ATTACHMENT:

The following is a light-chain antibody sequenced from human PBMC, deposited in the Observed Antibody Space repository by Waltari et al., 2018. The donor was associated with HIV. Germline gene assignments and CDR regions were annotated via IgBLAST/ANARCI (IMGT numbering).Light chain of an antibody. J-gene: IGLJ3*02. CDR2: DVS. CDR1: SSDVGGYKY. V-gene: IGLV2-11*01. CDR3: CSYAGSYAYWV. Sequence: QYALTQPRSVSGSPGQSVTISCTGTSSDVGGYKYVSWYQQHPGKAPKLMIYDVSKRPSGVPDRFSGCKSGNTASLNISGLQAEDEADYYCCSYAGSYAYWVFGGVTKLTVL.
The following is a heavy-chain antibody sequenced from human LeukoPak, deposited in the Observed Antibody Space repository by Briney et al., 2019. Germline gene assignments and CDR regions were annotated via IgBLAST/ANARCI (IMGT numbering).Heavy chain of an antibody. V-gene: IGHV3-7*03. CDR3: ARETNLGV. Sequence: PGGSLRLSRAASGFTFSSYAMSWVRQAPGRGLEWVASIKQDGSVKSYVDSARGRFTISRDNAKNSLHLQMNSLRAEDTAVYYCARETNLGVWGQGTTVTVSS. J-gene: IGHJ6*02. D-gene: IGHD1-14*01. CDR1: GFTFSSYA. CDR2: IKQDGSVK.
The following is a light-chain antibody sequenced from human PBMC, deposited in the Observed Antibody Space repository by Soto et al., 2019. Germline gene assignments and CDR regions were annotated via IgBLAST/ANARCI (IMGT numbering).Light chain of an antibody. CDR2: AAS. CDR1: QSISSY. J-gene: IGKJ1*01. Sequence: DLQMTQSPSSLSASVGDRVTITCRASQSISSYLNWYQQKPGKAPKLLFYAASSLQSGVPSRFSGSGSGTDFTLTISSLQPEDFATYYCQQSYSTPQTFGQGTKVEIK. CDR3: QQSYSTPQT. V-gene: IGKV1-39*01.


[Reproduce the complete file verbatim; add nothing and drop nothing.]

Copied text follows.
The following is a light-chain antibody sequenced from human PBMC, deposited in the Observed Antibody Space repository by Waltari et al., 2018. The donor was associated with HIV. Germline gene assignments and CDR regions were annotated via IgBLAST/ANARCI (IMGT numbering).Light chain of an antibody. J-gene: IGLJ3*02. CDR2: DVS. CDR1: SSDVGGYKY. V-gene: IGLV2-11*01. CDR3: CSYAGSYAYWV. Sequence: QYALTQPRSVSGSPGQSVTISCTGTSSDVGGYKYVSWYQQHPGKAPKLMIYDVSKRPSGVPDRFSGCKSGNTASLNISGLQAEDEADYYCCSYAGSYAYWVFGGVTKLTVL.
The following is a heavy-chain antibody sequenced from human LeukoPak, deposited in the Observed Antibody Space repository by Briney et al., 2019. Germline gene assignments and CDR regions were annotated via IgBLAST/ANARCI (IMGT numbering).Heavy chain of an antibody. V-gene: IGHV3-7*03. CDR3: ARETNLGV. Sequence: PGGSLRLSRAASGFTFSSYAMSWVRQAPGRGLEWVASIKQDGSVKSYVDSARGRFTISRDNAKNSLHLQMNSLRAEDTAVYYCARETNLGVWGQGTTVTVSS. J-gene: IGHJ6*02. D-gene: IGHD1-14*01. CDR1: GFTFSSYA. CDR2: IKQDGSVK.
The following is a light-chain antibody sequenced from human PBMC, deposited in the Observed Antibody Space repository by Soto et al., 2019. Germline gene assignments and CDR regions were annotated via IgBLAST/ANARCI (IMGT numbering).Light chain of an antibody. CDR2: AAS. CDR1: QSISSY. J-gene: IGKJ1*01. Sequence: DLQMTQSPSSLSASVGDRVTITCRASQSISSYLNWYQQKPGKAPKLLFYAASSLQSGVPSRFSGSGSGTDFTLTISSLQPEDFATYYCQQSYSTPQTFGQGTKVEIK. CDR3: QQSYSTPQT. V-gene: IGKV1-39*01.